Graham: And along those lines I mean if you don’t form a business you probably already are a business then. You’re called a sole proprietor or a partnership if you have partners and basically you are the business so there’s no differentiation between your personal assets and business assets. So when we say “form of business entity”, usually it’s for this idea of the corporate veil that protects what you own from what your businesses are responsible for. So if someone sues your business for $5 million because they hit their head coming out of the tank or something like that, then your house and your car isn’t part of that whole day no matter what happens to your business. So that’s the idea business protection and then like Ashkahn is also saying getting a bank account so you can actually keep your finances separate and keep track of what’s going on. And I guess you know even before that, even before forming a business. I kinda jumped the gun a little bit, get a CPA or an accountant and a lawyer, like a small business lawyer to help you in that process of formation because even though there’s cool sites online like Legalzoom and you can read a lot about what goes into forming and what to be careful of.

Every single jurisdiction is different and your state is different than those places where they were written most certainly and getting someone who’s used to not only your state, but your county and your city to draft up documents that are going to protect you into the future is so worth the money that you’re spending now. So get professionals on board to give you advice before you even go about forming.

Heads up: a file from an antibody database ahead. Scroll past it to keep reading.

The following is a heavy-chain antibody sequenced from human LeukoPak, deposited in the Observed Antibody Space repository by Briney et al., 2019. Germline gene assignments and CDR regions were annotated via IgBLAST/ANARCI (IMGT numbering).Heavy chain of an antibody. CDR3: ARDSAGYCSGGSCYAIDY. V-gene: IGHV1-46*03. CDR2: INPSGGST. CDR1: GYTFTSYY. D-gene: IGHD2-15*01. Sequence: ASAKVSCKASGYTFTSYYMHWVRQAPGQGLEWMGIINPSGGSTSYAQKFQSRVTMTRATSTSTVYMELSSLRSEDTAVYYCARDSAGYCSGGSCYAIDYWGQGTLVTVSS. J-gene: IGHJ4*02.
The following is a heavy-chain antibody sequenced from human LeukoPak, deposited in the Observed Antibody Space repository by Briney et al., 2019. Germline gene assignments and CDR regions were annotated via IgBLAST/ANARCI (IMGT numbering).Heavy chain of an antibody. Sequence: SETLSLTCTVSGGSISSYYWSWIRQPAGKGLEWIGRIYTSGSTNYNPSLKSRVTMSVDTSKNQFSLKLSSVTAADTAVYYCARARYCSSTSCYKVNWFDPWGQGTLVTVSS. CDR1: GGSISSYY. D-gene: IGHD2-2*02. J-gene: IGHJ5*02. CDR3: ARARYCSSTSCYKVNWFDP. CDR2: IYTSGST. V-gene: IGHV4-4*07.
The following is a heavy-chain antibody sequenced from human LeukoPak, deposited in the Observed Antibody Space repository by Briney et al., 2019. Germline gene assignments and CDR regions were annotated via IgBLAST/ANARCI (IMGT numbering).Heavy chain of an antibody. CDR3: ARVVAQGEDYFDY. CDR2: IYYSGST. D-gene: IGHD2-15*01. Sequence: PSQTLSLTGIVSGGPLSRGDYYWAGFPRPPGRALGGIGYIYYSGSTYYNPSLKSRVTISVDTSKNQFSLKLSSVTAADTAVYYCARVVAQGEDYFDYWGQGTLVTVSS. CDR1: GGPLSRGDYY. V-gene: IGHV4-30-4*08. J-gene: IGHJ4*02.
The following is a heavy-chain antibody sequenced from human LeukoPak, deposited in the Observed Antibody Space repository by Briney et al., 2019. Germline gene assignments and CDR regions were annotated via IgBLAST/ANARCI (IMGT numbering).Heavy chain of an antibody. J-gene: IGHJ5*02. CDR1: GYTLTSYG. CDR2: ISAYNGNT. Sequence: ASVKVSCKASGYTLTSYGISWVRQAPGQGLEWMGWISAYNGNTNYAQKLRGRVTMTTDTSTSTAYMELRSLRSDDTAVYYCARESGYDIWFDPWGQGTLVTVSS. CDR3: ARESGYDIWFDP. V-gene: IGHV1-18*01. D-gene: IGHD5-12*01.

Ashkahn: And you’re gonna need them anyway, so might as well get them.

Graham: Yeah get them while you’re young.

Ashkahn: And yeah like a bookkeeper is also a nice one like what I was saying. It’s just hard when you’re doing all this other stuff opening your business, also sorting all your receipts and doing the quick books and all that nonsense. So having that stuff done early and having a bookkeeper be like here’s how I want you to start giving me receipts and tracking this and tracking that is not only gonna make sure you have a really clean set of finances from the beginning, it’s also gonna save you money because at some point you’re gonna have to get a bookkeeper and the longer you’ve gone without one the more you’re gonna have to pay that person to just–

Graham: Get you back

Ashkahn: Yeah.

Graham: Fix everything

Ashkahn: Fix everything wrong. Undo what you just did to yourself. So you might as well get them from the beginning and just kind of set it up right and get that thing going.

Graham: Yeah, yeah for sure. So I mean it’s kinda funny because a lot of the info on business is us telling you to get info on business from other people who are skilled in this area you know. I guess similarly to kind of all of that basic foundational stuff is making sure that you have approval from anyone who you need approval from. You know in the case of float senders it’s going to be

Ashkahn: Your parents.

Graham: Your spouse probably, children. No but the city, you know when you move into a new space you’re going to in addition to needing to be a business and needing your business permits you’re going to need permits for any kind of construction work that you’re going to do and you’re gonna have to run that by a bunch of different city departments usually in one kind of go, but everything from department of transportation to the environmental department to just the straight building and construction department. Again sometimes that’ll happen just in one pass. Health department obviously another big one to go and talk to. So you know these people are not people you’re hiring necessarily in the same sense you’re hiring lawyers, but it is still just these people who are professionals in what you’re trying to do who you need to go through in order to start up your business.

Ashkahn: Also getting your basic kind of online business presence set up I think is a nice thing to do really early, getting your business email account setup.

Graham: Get your Myspace page.